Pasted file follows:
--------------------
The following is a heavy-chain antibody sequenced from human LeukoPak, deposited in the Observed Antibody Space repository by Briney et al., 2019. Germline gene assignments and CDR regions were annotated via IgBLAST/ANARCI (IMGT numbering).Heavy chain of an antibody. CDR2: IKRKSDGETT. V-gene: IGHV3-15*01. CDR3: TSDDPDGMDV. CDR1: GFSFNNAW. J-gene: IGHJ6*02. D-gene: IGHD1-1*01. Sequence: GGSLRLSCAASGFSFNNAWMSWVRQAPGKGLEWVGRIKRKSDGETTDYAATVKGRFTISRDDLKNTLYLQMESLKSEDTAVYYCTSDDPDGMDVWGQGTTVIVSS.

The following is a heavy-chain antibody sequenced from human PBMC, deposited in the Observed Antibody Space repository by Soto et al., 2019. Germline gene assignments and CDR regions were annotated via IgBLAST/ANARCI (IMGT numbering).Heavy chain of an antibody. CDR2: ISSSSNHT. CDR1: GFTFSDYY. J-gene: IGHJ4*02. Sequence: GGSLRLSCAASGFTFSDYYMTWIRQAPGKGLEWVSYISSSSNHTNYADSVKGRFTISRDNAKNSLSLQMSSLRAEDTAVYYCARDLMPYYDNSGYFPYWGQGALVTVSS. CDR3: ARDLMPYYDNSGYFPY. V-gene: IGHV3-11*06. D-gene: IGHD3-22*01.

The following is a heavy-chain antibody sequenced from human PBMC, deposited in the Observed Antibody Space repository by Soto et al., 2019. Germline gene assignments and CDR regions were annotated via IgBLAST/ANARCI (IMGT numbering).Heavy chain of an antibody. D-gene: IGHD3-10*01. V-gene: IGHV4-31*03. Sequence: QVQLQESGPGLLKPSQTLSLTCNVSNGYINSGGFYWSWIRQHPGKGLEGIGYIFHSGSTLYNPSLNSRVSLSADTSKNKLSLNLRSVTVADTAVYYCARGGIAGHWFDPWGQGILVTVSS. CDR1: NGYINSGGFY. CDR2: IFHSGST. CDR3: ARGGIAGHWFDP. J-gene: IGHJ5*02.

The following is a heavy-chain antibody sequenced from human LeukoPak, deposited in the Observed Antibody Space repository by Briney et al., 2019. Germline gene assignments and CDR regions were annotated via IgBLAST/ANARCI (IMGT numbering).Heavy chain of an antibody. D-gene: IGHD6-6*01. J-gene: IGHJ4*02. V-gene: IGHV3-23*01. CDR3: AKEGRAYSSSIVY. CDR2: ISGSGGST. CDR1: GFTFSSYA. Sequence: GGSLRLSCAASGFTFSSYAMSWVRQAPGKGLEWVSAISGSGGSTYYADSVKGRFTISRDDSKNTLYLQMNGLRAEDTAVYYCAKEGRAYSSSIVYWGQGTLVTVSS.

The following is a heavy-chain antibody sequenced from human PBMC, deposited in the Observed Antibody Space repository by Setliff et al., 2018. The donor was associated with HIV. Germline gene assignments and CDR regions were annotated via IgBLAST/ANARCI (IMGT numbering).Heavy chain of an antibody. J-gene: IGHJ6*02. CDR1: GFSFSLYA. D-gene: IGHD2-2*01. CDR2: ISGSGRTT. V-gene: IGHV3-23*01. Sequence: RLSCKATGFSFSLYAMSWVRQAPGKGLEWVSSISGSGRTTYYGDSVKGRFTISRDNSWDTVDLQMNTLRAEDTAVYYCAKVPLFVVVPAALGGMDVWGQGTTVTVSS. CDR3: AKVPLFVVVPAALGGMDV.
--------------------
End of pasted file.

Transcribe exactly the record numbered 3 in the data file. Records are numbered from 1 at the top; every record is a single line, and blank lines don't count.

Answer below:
The following is a heavy-chain antibody sequenced from human PBMC, deposited in the Observed Antibody Space repository by Soto et al., 2019. Germline gene assignments and CDR regions were annotated via IgBLAST/ANARCI (IMGT numbering).Heavy chain of an antibody. D-gene: IGHD3-10*01. V-gene: IGHV4-31*03. Sequence: QVQLQESGPGLLKPSQTLSLTCNVSNGYINSGGFYWSWIRQHPGKGLEGIGYIFHSGSTLYNPSLNSRVSLSADTSKNKLSLNLRSVTVADTAVYYCARGGIAGHWFDPWGQGILVTVSS. CDR1: NGYINSGGFY. CDR2: IFHSGST. CDR3: ARGGIAGHWFDP. J-gene: IGHJ5*02.